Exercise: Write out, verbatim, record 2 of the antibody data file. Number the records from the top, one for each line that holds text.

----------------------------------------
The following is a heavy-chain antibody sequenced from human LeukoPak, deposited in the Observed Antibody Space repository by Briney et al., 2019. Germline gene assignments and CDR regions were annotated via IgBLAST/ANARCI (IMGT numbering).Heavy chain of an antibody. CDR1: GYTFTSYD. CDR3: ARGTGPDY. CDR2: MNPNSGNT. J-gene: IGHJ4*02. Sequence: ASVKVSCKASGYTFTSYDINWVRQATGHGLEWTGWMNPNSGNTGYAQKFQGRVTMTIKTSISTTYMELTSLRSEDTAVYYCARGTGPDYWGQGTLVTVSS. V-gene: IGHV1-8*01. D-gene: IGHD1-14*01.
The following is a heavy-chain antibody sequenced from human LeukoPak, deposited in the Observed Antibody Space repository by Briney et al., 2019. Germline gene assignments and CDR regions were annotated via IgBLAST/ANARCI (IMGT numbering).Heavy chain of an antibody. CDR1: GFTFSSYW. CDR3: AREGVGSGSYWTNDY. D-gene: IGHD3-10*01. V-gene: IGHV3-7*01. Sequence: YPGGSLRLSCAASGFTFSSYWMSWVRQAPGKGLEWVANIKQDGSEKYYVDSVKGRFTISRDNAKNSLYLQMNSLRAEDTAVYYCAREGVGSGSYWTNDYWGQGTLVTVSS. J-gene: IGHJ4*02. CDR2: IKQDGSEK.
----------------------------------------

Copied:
The following is a heavy-chain antibody sequenced from human LeukoPak, deposited in the Observed Antibody Space repository by Briney et al., 2019. Germline gene assignments and CDR regions were annotated via IgBLAST/ANARCI (IMGT numbering).Heavy chain of an antibody. CDR1: GFTFSSYW. CDR3: AREGVGSGSYWTNDY. D-gene: IGHD3-10*01. V-gene: IGHV3-7*01. Sequence: YPGGSLRLSCAASGFTFSSYWMSWVRQAPGKGLEWVANIKQDGSEKYYVDSVKGRFTISRDNAKNSLYLQMNSLRAEDTAVYYCAREGVGSGSYWTNDYWGQGTLVTVSS. J-gene: IGHJ4*02. CDR2: IKQDGSEK.